RIP: George de Stefano paid tribute to Italian novelist Andrea Camilleri, who died July 17 at age 93, at Popmatters.

RIP: Robert Birnbaum remembers Yippie writer and editor Paul Krassner, who died July 21 at age 87, at Our Man in Boston.

Natalia Holtzman wrote about the new Bob Dylan/Martin Scorsese film The Rolling Thunder Revue for The Millions.

Hamilton Cain (who also has a review noted above) wrote about the kindness of strangers for O, the Oprah Magazine.

​Richard Deming edited a special focus on “The Ordinary” for the current issue of American Book Review, including Yasmine Shamma reviewing Andrew Epstein's Attention Equals Life; Alan Gilbert reviewing Brenda Hillman’s Extra Hidden Life, among the Days; David LaRocca reviewing Toril Moi's Revolution of the Ordinary and more.


NBCC members: Send us your stuff! Your work may be highlighted in this roundup; please send links to new reviews, features and other literary pieces, or tell us about awards, honors or new and forthcoming books, by dropping a line to


Image credit: Elvis from 

A Free Hand With History, and Whitehead’s ‘Great American Novel’

by David Varno | Jul-22-2019

A historical novel and a nonfiction narrative each put their own stamp on the past with mixed results, according to NBCC member critics. In a review of Clare Clark's In the Full Light of the Sun for the Forward, Julia M. Klein calls the novelist's method a "buffet approach to mining history.” At the Washington Times, Philip Kopper writes that Tony Horwitz's Spying on the South is “vintage Horwitz. Awkwardly long, magisterially researched and curiously intimate, it is rich in delicious tangents and mind-bending excursions into cul-de-sacs of Americana — from contemporarily absurd to historically heinous.”

Meanwhile, the reviews for Colson Whitehead's The Nickel Boys keep rolling in. On Fresh Air, Balakian winner Maureen Corrigan called it a "great American Novel," while Zack Graham reviewed The Nickel Boys for or his Epiphany column, Allen Adams covered it for the Maine Edge, and Colette Bancroft interviewed the author for the Tampa Bay Times.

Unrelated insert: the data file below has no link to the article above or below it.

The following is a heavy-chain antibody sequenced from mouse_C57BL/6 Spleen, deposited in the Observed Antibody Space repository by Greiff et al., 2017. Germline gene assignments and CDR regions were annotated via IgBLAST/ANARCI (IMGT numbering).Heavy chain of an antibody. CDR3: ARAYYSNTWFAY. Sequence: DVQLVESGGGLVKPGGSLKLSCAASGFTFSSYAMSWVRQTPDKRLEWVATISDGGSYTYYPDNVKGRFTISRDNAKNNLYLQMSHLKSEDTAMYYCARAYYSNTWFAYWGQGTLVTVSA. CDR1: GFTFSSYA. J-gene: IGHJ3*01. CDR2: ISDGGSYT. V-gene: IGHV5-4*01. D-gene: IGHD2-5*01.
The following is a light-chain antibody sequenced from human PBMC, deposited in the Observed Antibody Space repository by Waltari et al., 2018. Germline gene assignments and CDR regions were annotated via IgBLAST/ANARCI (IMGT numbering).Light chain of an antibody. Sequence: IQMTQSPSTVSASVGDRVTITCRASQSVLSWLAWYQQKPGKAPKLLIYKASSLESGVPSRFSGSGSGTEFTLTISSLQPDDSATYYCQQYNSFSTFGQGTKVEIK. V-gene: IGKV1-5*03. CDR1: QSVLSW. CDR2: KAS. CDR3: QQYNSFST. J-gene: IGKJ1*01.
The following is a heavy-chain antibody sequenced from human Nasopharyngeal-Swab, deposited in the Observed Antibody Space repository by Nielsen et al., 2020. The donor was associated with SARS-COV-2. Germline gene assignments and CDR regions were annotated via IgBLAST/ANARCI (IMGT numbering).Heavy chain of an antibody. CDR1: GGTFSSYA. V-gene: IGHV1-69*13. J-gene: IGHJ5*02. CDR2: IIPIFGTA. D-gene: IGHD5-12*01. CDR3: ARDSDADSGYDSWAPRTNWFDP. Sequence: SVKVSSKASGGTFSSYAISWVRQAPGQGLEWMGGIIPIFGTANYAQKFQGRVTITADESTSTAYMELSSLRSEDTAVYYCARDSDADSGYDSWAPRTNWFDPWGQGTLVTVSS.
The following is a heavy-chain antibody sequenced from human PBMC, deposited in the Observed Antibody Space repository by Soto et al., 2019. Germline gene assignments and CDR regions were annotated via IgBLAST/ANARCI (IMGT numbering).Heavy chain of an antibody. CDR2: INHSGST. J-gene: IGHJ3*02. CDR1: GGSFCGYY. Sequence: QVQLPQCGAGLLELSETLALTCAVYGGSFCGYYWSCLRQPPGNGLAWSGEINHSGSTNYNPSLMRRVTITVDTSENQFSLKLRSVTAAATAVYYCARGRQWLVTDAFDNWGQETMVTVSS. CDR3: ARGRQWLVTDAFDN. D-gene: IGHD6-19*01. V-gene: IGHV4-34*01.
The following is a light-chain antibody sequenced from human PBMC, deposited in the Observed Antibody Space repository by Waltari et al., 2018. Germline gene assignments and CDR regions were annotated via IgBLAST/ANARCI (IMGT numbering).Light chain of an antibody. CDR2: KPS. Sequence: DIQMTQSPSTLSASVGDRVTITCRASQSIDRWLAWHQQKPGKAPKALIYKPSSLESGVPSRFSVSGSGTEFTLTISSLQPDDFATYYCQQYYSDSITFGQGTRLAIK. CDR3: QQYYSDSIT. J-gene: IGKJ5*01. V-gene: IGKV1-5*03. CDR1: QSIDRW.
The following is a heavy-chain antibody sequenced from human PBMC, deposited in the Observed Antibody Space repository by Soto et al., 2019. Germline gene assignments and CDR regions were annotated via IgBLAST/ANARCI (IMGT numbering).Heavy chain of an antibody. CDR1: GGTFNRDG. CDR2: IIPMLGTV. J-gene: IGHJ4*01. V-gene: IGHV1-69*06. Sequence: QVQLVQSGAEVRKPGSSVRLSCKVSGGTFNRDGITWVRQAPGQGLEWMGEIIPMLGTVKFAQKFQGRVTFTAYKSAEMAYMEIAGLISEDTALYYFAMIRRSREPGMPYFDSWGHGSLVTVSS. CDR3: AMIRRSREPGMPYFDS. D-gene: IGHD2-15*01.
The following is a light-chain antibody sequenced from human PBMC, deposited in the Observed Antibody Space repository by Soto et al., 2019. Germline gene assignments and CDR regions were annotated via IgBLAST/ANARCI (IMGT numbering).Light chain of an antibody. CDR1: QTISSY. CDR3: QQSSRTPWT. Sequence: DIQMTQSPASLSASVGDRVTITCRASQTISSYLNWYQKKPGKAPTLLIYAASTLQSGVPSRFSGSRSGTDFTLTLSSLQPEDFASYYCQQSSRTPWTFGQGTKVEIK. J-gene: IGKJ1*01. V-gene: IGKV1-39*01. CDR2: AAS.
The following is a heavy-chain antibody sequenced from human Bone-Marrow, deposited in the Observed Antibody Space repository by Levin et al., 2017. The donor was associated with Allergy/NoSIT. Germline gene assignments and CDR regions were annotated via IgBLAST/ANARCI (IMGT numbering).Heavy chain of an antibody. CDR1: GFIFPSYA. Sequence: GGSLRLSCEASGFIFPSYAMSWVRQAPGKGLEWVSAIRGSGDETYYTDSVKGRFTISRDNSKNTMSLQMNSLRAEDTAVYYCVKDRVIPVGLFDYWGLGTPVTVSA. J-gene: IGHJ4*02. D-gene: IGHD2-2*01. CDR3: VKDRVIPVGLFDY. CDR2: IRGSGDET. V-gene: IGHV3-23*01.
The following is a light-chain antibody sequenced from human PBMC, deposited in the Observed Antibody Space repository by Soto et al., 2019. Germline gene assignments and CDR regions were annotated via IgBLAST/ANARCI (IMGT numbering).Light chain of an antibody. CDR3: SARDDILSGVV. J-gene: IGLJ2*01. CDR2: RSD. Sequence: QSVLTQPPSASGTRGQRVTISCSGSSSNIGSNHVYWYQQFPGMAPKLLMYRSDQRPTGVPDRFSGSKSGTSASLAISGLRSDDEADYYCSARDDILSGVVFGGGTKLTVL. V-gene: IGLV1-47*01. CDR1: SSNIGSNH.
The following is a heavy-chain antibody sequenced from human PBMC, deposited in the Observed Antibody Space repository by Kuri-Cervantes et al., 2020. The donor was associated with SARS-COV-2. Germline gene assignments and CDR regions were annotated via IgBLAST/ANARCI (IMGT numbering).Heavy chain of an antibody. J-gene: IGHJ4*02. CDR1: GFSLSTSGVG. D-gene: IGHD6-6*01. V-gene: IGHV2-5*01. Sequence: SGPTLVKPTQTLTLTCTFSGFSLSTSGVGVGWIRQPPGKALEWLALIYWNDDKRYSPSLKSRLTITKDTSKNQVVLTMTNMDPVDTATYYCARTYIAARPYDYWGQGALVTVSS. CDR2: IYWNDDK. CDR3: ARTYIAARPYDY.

Kamil Ahsan called culture critic Chuck Klosterman's new collection of short fiction "undercooked" at the A.V. Club. Allen Adams also reviewed Raised In Captivity at the Maine Edge.

Jeannine Hall Gailey reviewed Jericho Brown's The Tradition in Barrelhouse, calling it “his most powerful, and his most technically accomplished” collection of poems to date.

Jean Huets reviewed Beirut Hellfire Society by Rawi Hage, a novel set during Lebanon’s civil war, at Ron Slate’s On the Seawall.

Writing for the Santa Barbara Independent, Brian Tanguay calls Pico Iyer's new travel book, Autumn Light: Season of Fire and Farewells, an “elegiac meditation on time, family, loss, and being fully present in the moment.”

Also this week, Julia M. Klein reviewed Isha Sesay's Beneath the Tamarind Tree for the Boston Globe.

Katharine Coldiron's work includes an interview with Costalegre author Courtney Maum at Bomb, an essay comparing David Shields's The Trouble With Men with Erica Garza's Getting Off at Vol. 1 Brooklyn, and an interview with The Last Englishman author Deborah Baker at Cagibi Lit.

Richard Z. Santos recently profiled Daniel Guiet (author of Scholars of Mayhem) for Kirkus Reviews and reviewed Paul Tremblay’s new collection of short stories (Growing Things) for Criminal Element.

Ann Harleman's review of The Need by Helen Phillips appeared in the Boston Globe.

Dana Wilde reviewed Linda Buckmaster's Space Heart: A Memoir in Stages in his Central Maine Newspapers Off Radar column.

Paul Gleason reviewed Joseph Sternberg's The Theft of a Decade: How the Baby Boomers Stole the Millennials' Economic Future in Pacific Standard.

K.L. Romo reviewed Father Sweet, J. J. Martin’s debut novel, and One Little Secret by Cate Holahan for

Eric Nguyen reviewed Evelyn Hampton's Famous Children and Famished Adults for Barrelhouse.

Alexandra Enders reviewed Hymn to Apollo: The Ancient World and the Ballet Russes, on view at NYU’s Institute for the Study of the Ancient World with an accompanying catalog from Princeton University Press for NYRB Daily.

Chuck Greaves reviewed Ruchika Tomar's A Prayer for Travelers in the July issue of the Four Corners Free Press.

Member news

C. Joseph Greaves' third novel, Church of the Graveyard Saints (Torrey House Press), has been selected as the inaugural 2019-2020 title for the Four Corners/One Book regional community-wide reading program for the Southwestern U.S. cities of Montrose, Cortez, Bayfield, Dolores, and Mancos (Colorado) and Moab (Utah.)  It will be in bookstores in September of 2019.